That, and it gives me two more tools to shop for…..so I got that going for me…..which is nice.

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“Ahhhhhhh……Bach”

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This morning was one of those wonderful mornings that one simply must savor.

LOML and I awoke and only had two “must do items” on our list. First, we sauntered to a tiny little breakfast joint we love. It’s claim to fame being their home made biscuits. Their biscuit breakfast sandwiches joined by a rich and flavorful cup of locally roasted coffee are just the thing to start the day.

After that, it was off to the grocery store for some much needed provisioning.

That was it for the day….well for me at least. LOML then had to forge ahead and work a Saturday shift at her job.

This left me with a full belly, a bright, sun drenched, nearly 65 degree January day, all to myself.

A perfect day to go out to the tiny shop and just….putter.

One thing that I am an ardent believer in, is the correct music selection for blatant “puttering”.

Having an aestheticly pleasing Tiny Shop requires the appropriate “sonic flavor” if it is destined to be a pleasingly productive shop.

Because there is precious little to be managed in the Tiny Shop, (save for a new motor for my poor little Delta jointer), and no major projects on the docket, puttering seemed to me to be just what the doctor ordered.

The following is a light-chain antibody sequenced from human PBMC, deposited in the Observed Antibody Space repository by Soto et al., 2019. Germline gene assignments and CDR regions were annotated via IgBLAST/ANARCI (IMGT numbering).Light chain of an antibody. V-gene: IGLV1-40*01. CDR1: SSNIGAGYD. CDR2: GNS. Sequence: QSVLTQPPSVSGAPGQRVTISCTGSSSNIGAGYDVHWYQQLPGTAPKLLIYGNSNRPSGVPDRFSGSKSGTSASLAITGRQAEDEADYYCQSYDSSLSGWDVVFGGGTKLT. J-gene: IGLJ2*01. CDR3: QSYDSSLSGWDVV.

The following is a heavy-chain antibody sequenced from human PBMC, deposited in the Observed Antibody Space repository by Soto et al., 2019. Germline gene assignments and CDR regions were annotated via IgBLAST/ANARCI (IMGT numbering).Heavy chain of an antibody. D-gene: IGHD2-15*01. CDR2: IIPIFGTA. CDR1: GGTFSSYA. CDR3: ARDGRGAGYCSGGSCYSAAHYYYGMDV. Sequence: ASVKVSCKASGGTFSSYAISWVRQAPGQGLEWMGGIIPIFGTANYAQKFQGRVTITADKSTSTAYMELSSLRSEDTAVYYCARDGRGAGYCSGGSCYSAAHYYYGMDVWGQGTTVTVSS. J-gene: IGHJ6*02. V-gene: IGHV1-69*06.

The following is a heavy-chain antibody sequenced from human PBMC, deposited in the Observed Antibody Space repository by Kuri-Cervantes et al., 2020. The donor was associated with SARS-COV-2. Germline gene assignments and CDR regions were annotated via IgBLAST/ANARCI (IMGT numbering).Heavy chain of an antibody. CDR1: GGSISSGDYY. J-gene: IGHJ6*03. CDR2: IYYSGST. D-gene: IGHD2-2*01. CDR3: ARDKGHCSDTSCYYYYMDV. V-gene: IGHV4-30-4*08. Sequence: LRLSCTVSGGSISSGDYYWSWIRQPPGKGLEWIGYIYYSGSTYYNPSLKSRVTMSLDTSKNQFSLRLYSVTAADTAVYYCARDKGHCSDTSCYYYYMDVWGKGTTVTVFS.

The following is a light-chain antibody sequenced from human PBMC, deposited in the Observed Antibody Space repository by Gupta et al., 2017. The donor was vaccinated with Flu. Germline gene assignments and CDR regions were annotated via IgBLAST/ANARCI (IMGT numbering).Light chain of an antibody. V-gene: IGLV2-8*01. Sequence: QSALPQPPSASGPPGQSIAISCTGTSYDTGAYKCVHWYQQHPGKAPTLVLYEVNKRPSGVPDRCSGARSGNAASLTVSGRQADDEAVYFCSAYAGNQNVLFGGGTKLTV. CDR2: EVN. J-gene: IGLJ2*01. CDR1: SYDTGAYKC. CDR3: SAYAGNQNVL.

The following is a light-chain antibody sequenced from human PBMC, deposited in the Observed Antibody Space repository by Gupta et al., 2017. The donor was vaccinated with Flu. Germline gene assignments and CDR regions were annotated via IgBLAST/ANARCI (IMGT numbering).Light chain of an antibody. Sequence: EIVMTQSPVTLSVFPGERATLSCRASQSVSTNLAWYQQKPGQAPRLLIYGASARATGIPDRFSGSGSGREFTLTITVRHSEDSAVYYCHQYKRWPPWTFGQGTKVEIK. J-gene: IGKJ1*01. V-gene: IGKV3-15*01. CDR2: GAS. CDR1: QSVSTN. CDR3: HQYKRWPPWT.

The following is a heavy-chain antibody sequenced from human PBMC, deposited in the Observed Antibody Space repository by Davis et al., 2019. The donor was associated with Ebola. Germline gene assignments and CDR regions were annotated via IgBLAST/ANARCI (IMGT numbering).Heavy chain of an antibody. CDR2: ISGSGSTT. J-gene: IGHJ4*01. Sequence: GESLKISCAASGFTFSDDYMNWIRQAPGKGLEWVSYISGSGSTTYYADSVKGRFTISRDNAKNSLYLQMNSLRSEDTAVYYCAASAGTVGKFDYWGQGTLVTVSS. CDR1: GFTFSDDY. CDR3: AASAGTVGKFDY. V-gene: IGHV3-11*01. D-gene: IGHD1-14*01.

The music selection started off with a nice dose of Joe Walsh and the James Gang. Purely to get the juices flowing. Followed up by a nice selection of Sam and Dave, Aretha Franklin, and Otis Redding.

The puttering tasks were menial. Fixing a hinge on the Tiny Shop’s main door, futzing with the shop vac and several lengths of shop vac hose and integrating them with a cyclonic separator I have for the shop vac. Sipping coffee…..sitting on my bench stool…..looking around the Tiny Shop for other anal retentive tasks to perform…..a fantastic way to start the day.

Truely a morning to be savored before enjoying the afternoon.

Now, I am a rhythm and blues kind of guy. R&B, soul, streight up blues, sometimes some reggae, and always Rock and Roll.

Today….well, as the day matured into afternoon, I felt the day dictating something different for me.

Dear reader, please indulge me a short bunny trail. I promise it will circle back nicely to my current ramblings.

My dear grandmother on my mother’s side was a classical music consumer of epic proportions. She and my grand father had a wonderful collection of vinyl records representing both the best of composers as well as recordings of some of the finest performances of their handiwork.

She was also a fan of the t.v.show M.A.S.H. In one particular episode, the character “Radar” was getting dating advice from Hawkeye, or Trapper John, or both.

When the subject of how best to manage conversation with  a lady whose interests include classical music, and if the subject of Bach should come up, Radar was encouraged to keep it simple and just utter the response “ahhhhhhh…. Bach”. My grandmother LOVED this scene and this phrase became something of a family motto.  When the whole family gathered, it was a rare time indeed, that you did not hear someone say this.

So it was this afternoon that I had a hankering for some classical music to take me into the last hours of the warmth of the sun, and the peace of puttering in the Tiny Shop.

What to listen to? With the miracle of streaming music, there is so much to choose from.

Then it hit me.

Ahhhhhhh…… Bach.

A perfect choice for the perfect end to the perfect day of perfectly puttering.